Chapter IV: Coal, Quarries and Concessions
As the Notre Dame Bay copper boom catalyzed mineral exploration across Newfoundland it also escalated the need for better communication and service routes between Notre Dame Bay and St. John's. During the ice-bound months of November to March, the difficulty of sending machine parts and other supplies northward from St. John's to the mining region only equalled the impossibility of shipping Notre Dame Bay ore to Swansea. While foreign competitors with mines in warmer climates supplied copper markets all year around, Newfoundland mine managers spent the winters watching snow-covered ore piles, often as not wondering whether community food stocks would last until spring. Conditions were far from conducive to a growing mining industry.
It was no coincidence that William Whiteway, with his vested interest in mining, called tenders in 1880 for Newfoundland's first railway to be built from St. John's to Halls Bay in Notre Dame Bay. Ironically, Whiteway's other vested interests led him to grant the railway contract to the Newfoundland Railway Company, whose incompetence and corruptions indirectly thwarted the very mining concerns he wished to promote. The company went bankrupt in 1883 and fueled a political scandal that lost Whiteway in 1885 election. The Halls Bay Line - the one feasible means by which the copper industry might have survived the late 1880s - was never finished. Although Whiteway returned to power in 1889 and called the mining region only equalled the impossibility of shipping per mines.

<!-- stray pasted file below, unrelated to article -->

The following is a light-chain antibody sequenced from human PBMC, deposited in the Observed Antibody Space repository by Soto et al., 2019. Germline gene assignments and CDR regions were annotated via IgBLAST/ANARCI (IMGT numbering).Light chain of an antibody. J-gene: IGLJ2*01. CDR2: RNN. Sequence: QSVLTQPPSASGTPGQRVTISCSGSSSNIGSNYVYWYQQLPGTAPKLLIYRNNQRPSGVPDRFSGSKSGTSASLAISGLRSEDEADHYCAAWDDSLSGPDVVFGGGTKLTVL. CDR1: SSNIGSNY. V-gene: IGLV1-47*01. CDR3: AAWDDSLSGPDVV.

In order to ensure the railway's completion as well as to placate his suspicious electorate, Whiteway awarded the railway contract in June 1890 to one of the best-known engineers in North America: Sir Robert G. Reid. Reid, a Scotsman by birth, had already supervised the building of such engineering masterpieces as the railway along the north shore of Lake Superior and the International Bridge across the Niagara River.(1)
The 1890 Railway Contract between the Newfoundland government, Reid and his partner, G.H. Middleton, instructed the contractors to complete the railroad to Halls Bay within five years. The railway reached Soulis Brook north of Gander Lake in the spring of 1893, but by then the copper boom's collapse had discredited Halls Bay as a terminus. The government therefore signed a contract with Reid (Middleton having since left the partnership) stipulating that the railway bypass Halls Bay and proceed on to Port aux Basques. The 1893 Railway Contract granted Reid the surface and mineral rights to 5000 acres of land along the railway for every mile of completed track, with the specification that he could pick the grants or "Reid Lots" in the areas beyond the railway, should a given piece of land beside the track be unsuitable.
By the time the railway reached Port aux Basques in 1897, Robert Reid owned several thousand square miles of fee-simple land grants, the majority of which parallelled the railroad. Had the railway passed through mineral-rich lands, or had Reid chosen more lots away from the railroad in places of known mineral potential, he might have turned his considerable finances to full-scale mineral development and given the Newfoundland mining industry a timely boost. Reid, however, showed more interest in the timber rights on his lots and, in the 1890s at least, regarded his mining enterprises somewhat casually.